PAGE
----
If you think the roads are crowded now, imagine what they’ll be like in 2030. Earth’s population is expected to top 9 billion people by then, with twice as many cars on the roads around the world as there are now. We likely to have many more accidents and fatalities to go with all that traffic.
Concerned about such issues, high school student Jessica Richeri, 17, looked for a solution in the form of a smarter transportation system. After three years of work—yes, she began at age 14—and 20 000 lines of code, she developed an autonomous vehicle able to recognize and avoid obstacles and, hopefully, prevent accidents. Unlike previous robotic vehicles, Richeri’s can adapt to its environment without first knowing the details of the landscape on which it is traveling.
Richeri’s project, “Autonomous Robotic Vehicle: Saving Lives, Preventing Accidents One at a Time,” earned her the 2011 IEEE Presidents’ Scholarship. She received the recognition at the Intel International Science and Engineering Fair in May in Los Angeles.
Richeri has since graduated from Centennial High School in Corona, Calif., and is enrolled in the electrical engineering program at Carnegie Mellon University, in Pittsburgh—which she starts in September.
Administered by IEEE Educational Activities, the US $10 000 scholarship from the IEEE Foundation is awarded annually to a high school student who creates a project that demonstrates understanding of an IEEE area of interest. The amount is payable over four years of undergraduate study, and the scholarship includes complimentary IEEE student and society memberships during the four years. The winner also receives a certificate and a plaque.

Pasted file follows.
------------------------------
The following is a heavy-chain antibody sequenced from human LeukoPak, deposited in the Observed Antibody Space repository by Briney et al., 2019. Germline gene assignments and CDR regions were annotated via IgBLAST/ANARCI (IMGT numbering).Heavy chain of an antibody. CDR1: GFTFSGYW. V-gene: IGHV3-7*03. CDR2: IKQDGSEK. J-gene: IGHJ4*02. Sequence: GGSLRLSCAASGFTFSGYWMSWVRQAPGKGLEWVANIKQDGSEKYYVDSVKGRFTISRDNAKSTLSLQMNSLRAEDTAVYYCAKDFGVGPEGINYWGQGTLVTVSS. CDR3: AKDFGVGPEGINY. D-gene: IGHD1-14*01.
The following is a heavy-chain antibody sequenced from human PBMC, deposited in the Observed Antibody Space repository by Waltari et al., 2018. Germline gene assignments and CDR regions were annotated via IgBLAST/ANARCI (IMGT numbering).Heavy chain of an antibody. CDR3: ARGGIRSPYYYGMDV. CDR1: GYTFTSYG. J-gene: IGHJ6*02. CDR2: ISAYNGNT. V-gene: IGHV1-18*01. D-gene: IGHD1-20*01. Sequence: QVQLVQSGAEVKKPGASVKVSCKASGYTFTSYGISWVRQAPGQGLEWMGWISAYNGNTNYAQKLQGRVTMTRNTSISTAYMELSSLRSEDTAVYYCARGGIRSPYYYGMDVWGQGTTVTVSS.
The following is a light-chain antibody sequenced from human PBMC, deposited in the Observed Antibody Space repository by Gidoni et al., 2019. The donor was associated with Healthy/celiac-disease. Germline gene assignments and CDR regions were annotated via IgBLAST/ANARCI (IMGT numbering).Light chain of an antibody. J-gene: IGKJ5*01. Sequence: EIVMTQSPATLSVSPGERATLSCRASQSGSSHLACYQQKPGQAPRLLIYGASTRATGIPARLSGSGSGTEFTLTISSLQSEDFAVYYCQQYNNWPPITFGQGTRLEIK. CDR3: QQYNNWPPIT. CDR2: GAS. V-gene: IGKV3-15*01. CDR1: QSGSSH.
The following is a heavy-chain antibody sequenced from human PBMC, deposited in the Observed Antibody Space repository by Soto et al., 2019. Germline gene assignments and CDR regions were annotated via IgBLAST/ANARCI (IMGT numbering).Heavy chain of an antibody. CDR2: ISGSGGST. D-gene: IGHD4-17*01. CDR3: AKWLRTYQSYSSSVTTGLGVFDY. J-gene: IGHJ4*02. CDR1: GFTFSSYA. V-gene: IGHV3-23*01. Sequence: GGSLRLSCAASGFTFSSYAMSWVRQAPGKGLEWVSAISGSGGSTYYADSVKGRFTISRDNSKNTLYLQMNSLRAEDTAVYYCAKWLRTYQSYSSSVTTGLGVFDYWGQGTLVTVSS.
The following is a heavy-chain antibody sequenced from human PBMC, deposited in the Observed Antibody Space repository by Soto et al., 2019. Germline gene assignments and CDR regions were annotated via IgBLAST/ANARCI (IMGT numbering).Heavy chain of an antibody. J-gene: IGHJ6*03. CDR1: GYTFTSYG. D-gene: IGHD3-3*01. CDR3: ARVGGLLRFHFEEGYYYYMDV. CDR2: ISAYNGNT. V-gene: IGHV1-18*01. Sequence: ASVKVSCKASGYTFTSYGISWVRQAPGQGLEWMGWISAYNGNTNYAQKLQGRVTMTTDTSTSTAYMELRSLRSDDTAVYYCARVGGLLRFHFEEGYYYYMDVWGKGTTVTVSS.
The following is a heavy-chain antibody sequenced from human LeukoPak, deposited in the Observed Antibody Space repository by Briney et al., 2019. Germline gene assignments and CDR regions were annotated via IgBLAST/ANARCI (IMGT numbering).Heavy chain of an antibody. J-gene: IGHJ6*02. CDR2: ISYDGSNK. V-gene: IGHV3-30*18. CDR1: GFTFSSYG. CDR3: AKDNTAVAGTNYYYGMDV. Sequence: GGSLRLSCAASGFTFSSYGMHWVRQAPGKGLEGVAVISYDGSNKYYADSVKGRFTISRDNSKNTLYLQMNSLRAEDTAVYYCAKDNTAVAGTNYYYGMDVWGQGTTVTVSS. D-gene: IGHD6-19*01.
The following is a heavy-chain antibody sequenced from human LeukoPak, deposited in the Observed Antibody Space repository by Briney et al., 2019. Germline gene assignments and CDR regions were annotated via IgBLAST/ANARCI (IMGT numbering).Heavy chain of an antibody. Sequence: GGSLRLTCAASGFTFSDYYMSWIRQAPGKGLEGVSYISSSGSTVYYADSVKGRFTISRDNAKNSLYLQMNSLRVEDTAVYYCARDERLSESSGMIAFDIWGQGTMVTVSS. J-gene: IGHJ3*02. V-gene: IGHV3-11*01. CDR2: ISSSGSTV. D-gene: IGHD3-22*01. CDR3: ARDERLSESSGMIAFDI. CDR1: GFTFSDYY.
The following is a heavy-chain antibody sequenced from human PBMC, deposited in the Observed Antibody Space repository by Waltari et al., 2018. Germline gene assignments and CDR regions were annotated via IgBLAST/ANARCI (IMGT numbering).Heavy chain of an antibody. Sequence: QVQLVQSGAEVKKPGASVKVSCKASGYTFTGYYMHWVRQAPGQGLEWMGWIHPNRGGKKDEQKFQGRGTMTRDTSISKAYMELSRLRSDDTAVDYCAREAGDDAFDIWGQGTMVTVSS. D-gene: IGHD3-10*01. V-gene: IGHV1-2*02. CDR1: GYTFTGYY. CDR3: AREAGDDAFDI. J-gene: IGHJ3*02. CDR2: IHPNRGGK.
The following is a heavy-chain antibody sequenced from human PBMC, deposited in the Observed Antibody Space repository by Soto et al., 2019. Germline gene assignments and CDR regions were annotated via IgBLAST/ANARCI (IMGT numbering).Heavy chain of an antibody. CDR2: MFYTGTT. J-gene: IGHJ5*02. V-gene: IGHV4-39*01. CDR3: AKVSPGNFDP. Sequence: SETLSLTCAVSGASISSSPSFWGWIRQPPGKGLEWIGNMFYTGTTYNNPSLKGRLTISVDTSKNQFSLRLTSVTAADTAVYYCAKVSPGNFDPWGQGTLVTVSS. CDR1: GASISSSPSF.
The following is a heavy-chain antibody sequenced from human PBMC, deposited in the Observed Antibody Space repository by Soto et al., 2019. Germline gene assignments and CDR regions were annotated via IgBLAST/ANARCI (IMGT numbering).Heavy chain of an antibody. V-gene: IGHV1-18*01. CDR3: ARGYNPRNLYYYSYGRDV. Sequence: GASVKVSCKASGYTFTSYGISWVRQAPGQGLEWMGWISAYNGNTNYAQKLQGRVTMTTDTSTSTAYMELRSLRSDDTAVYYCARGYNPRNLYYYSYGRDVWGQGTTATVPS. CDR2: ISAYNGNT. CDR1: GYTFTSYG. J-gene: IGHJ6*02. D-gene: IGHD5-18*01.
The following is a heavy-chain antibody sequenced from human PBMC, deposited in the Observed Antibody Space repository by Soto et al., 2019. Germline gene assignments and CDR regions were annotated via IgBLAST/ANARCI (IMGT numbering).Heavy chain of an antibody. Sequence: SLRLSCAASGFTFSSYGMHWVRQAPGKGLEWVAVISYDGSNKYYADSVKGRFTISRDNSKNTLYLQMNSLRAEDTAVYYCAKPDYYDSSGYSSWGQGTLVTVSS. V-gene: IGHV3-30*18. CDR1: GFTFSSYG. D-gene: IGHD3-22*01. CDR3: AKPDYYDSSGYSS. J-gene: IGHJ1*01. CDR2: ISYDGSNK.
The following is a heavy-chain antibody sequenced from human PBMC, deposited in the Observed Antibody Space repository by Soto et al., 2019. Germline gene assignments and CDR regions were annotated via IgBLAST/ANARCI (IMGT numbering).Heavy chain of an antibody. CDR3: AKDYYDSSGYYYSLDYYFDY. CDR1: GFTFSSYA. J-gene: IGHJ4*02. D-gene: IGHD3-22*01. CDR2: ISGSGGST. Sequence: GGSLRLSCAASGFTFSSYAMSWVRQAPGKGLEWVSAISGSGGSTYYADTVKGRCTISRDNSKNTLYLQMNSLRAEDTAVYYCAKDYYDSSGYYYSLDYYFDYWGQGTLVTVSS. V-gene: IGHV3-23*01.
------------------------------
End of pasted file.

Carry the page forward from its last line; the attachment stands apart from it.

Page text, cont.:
Meanwhile, Richeri came in third in the Intel fair’s electrical engineering category. That means she also received an $8000 scholarship from the U.S. Office of Naval Research and a $1000 award from the IEEE Computer Society.
The base of her vehicle is a large, off-the-shelf, radio-controlled toy car, to which she added an array of infrared sensors and a light detection and ranging (LIDAR) optical sensor, as well as a camera with a variable-focus lens. She added four HP DL360 servers, which help control the image processing and the vehicle’s steering angle and speed. The onboard hardware was connected to a tablet computer.
Richeri created software modules to handle pattern recognition and obstacle detection and avoidance. She also installed Google Earth, a 3D mapping program that provides geographic models of streets and landscapes around the world, so the vehicle could map out its own route when given beginning and ending GPS coordinates. All data was transmitted from the HP DL360 servers to the vehicle wirelessly.
In demonstrations during the Intel fair, Richeri’s vehicle avoided obstacles placed on a closed track. When lanes were blocked, the vehicle navigated around the obstructions. When all lanes were blocked, the vehicle stopped. When it could proceed, the vehicle completed the course, ending at a predetermined GPS position.
The total cost of her vehicle, including its added electronics, was $4000.
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